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If you are getting around OK with a prop I would go back with a prop. If you constantly want to run shallow say 6” of water range then go jet. Going to a jet usually requires transom brackets if your boat doesn’t already have the tall transom. Jets are more sensitive to setup and weight distribution to work correctly. The advantage is it can get you places that most wouldn’t dare to venture with a prop. There is additional upkeep on the jet. The impeller requires shimming as it wears for optimum performance. Also Note a minimum of 48” hull bottom width is recommended to effectively use the jet. Surface area and low weight are your friend when it comes to a jet on a john boat.
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Old 02-20-2019, 11:18 PM
REW REW is offline
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With the folks who have run jets and props - they typically run the same boat with about double the hp power head with a jet, compared to a prop for similar performance. This is due to the much less efficient system in a jet, compared to a prop.

All of the other points about a jet are right on.
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Old 02-21-2019, 09:46 AM
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David Anderson David Anderson is offline
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Well, I appreciate the responses and have decided to stay with a prop. The Jet is about $1400 more and your responses got me thinking. I already have hearing loss in my left ear from running tillers, 90% of my running is in 4 feet or more. The 2 areas that are a pain.......well maybe not so much when you think of the overall performance issues as I really want to start slipping some of the deeper holes for walleyes. Besides I can buy a lot of propellers for $1400!

Thanks
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Old 02-21-2019, 05:21 PM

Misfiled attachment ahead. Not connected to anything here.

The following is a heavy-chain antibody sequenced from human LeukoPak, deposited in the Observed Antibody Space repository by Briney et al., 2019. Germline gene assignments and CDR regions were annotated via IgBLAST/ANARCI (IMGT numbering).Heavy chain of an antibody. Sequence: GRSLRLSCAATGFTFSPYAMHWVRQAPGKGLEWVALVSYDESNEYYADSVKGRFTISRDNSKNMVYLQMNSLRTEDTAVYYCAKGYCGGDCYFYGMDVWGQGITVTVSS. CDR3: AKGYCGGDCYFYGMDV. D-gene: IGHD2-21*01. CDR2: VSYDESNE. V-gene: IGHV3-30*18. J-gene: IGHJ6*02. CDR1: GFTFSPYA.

wh500special wh500special is offline
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Something that may or may not matter depending on your specific boat, and you probably already thought about this:

Modern 25’s are a lot heavier than that Merc you’ve been running. If you think weight might be an issue you might want to expand your search to the new Yamaha 25. It’s not much heavier than the old carb two strokes.

I am a die hard e-tec nut, but I’d be looking hard at that Yamaha if I ever repower a small, light boat.

For what it’s worth...

Steve
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Old 02-21-2019, 06:16 PM
wildmtwalleye wildmtwalleye is offline
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Have you considered a used motor?
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Old 02-21-2019, 09:39 PM
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David Anderson David Anderson is offline
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Well, the boat was my BIL's and he was happy with the 1976 15hp evinrude. After he passed I ended up with his boat. Rated for a 25 hp I looked for a used 25 hp and found a mid 1990's 2 cylinder 2 stroke, it was probably about 120 pounds. I was always happy with the performance but it is only 4 years old for me and I suspect the cylinder was bad when I bought it. The hard starting really got bad last year. Typically I fish the river in August/September so at least in the last 4 years, I would run it about 4 times a year. I really didn't need anything fancy. Last year I about killed myself trying to start it, so I will definitely have electric start. I have been looking for a used late model 25 hp, short shaft, electric start motors and they are almost non-existent! I will be retired come June and plan on spending a lot more time on the river as I have very convenient access, maybe even leave it on my neighbors shore locked up. I have been looking at the Yamaha's and yes they are lighter and it looks like they are all about the same price, in the $4000 range. My dealer carries both so I'll be looking at both. It seems insane to put $4000 into a boat I paid $850 for but the boat is in good shape although I might put a different trailer under it. It was my wife's brother's boat so she has the attachment, the new motor should last me the rest of my life, no more motor problems, I am happy, wife's happy we still have her brothers boat. And of course happiness is usually not free, my real boat is a Ranger 620FS with a 250 HO Evinrude on it but that isn't much of a river boat! The Merc has 3 cylinders and a bigger displacement than the Yamaha.........decisions.........decisions!